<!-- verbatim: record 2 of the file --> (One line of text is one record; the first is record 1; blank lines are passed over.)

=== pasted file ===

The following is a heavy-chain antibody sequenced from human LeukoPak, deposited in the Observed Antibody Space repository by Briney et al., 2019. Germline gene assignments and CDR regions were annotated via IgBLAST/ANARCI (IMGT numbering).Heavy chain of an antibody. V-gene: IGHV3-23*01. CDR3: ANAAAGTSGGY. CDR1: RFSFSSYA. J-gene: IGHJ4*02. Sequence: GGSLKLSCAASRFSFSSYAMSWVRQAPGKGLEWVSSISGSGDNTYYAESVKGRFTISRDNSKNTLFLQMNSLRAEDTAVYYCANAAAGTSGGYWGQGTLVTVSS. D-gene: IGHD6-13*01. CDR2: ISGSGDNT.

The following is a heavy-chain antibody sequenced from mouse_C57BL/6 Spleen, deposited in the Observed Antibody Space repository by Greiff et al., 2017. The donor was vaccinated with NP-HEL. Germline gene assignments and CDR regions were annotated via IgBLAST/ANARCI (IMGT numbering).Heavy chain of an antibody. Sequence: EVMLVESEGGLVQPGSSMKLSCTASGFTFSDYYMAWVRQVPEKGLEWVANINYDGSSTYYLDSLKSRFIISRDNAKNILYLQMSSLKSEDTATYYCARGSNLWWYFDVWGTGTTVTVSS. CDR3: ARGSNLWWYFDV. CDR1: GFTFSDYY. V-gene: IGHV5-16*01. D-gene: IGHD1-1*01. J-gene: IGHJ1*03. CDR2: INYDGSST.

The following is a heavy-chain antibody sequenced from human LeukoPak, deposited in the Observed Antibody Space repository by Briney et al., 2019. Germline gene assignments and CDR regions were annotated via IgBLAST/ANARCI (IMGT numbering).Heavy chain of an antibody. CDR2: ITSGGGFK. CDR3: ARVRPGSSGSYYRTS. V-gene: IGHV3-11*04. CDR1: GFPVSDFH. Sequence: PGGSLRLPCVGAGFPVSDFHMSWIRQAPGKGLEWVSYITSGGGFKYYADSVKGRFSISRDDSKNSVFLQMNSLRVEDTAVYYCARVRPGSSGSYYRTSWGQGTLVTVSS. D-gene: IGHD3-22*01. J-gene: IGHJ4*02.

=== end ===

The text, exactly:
The following is a heavy-chain antibody sequenced from mouse_C57BL/6 Spleen, deposited in the Observed Antibody Space repository by Greiff et al., 2017. The donor was vaccinated with NP-HEL. Germline gene assignments and CDR regions were annotated via IgBLAST/ANARCI (IMGT numbering).Heavy chain of an antibody. Sequence: EVMLVESEGGLVQPGSSMKLSCTASGFTFSDYYMAWVRQVPEKGLEWVANINYDGSSTYYLDSLKSRFIISRDNAKNILYLQMSSLKSEDTATYYCARGSNLWWYFDVWGTGTTVTVSS. CDR3: ARGSNLWWYFDV. CDR1: GFTFSDYY. V-gene: IGHV5-16*01. D-gene: IGHD1-1*01. J-gene: IGHJ1*03. CDR2: INYDGSST.